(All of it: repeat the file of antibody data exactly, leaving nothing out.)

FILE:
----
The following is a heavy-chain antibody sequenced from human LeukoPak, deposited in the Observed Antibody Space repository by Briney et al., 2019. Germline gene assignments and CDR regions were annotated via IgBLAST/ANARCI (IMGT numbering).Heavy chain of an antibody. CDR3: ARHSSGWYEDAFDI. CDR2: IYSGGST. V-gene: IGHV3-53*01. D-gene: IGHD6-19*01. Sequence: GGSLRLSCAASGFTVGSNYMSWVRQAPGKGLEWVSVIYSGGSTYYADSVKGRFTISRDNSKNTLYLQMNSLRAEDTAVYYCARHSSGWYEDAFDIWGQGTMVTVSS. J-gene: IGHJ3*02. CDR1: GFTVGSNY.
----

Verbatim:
The following is a heavy-chain antibody sequenced from human LeukoPak, deposited in the Observed Antibody Space repository by Briney et al., 2019. Germline gene assignments and CDR regions were annotated via IgBLAST/ANARCI (IMGT numbering).Heavy chain of an antibody. CDR3: ARHSSGWYEDAFDI. CDR2: IYSGGST. V-gene: IGHV3-53*01. D-gene: IGHD6-19*01. Sequence: GGSLRLSCAASGFTVGSNYMSWVRQAPGKGLEWVSVIYSGGSTYYADSVKGRFTISRDNSKNTLYLQMNSLRAEDTAVYYCARHSSGWYEDAFDIWGQGTMVTVSS. J-gene: IGHJ3*02. CDR1: GFTVGSNY.